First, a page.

After a series of upgrades, the LIGO detectors at Hanford in Washington state and near Livingston, La., made the transition from engineering test runs to science observations at 8 a.m. PT today.

LIGO’s first detection of gravitational waves – a phenomenon that was predicted by Albert Einstein’s theory of general relativity back in 1915 – occurred during an engineering run in September 2015. But it took until February for the LIGO team to confirm the detection and report it to the world.

Scientists determined that the faint perturbations in the fabric of spacetime were created by a smash-up involving two black holes 1.3 billion light-years away. The violent collision created one bigger black hole, but in the process, an amount of mass equivalent to three suns was converted into gravitational waves.

LIGO picked up a second, smaller pulse of gravitational waves last December. Then the detectors were shut down in January for the upgrades.

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LIGO witnesses another black hole crash

Image: Gravitational waves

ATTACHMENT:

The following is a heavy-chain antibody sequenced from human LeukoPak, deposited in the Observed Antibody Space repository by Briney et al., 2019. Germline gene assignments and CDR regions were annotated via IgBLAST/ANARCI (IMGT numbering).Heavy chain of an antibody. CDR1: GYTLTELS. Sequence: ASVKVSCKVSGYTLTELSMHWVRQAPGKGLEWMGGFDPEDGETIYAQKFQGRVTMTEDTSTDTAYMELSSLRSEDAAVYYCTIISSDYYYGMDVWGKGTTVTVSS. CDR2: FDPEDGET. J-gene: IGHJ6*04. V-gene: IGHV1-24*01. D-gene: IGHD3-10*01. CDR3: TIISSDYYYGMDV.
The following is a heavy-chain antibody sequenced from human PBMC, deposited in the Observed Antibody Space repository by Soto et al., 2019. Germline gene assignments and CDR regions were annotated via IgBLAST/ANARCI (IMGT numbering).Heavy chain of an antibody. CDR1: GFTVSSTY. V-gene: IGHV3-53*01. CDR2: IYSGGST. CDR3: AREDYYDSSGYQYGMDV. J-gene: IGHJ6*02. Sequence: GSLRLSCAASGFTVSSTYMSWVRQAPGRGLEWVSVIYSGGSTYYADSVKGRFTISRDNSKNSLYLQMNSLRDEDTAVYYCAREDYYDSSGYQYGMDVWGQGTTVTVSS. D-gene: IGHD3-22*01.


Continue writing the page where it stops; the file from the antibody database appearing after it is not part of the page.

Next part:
An artist’s conception shows gravitational waves emanating like ripples in space time as two black holes approach each other in their orbits. (Credit: T. Pyle / LIGO)

t looks as if gravitational-wave watchers are in for a bumpy, beautiful ride. Scientists using the Laser Interferometer Gravitational-Wave Observatory, or LIGO, have confirmed the detection of another merger involving two faraway black holes.

The observations, which were made last Christmas and reported today in a paper published by Physical Review Letters, support the idea that LIGO could open up a whole new branch of astronomy focusing on gravitational disturbances and black holes.

“It is a promising start to mapping the populations of black holes in our universe,” Gabriela Gonzalez, a Louisiana State University astrophysicist who serves as the spokesperson for the LIGO Scientific Collaboration, said in a news release.

She and her colleagues say this smash-up was smaller than the first black-hole merger, which was observed in September and reported by the LIGO team in February. That clash involved black holes that were 29 and 36 times as massive as the sun. This one brought together black holes that were eight and 14 times the sun’s mass.

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1,015 LIGO scientists share $3 million prize

Image: LIGO Hanford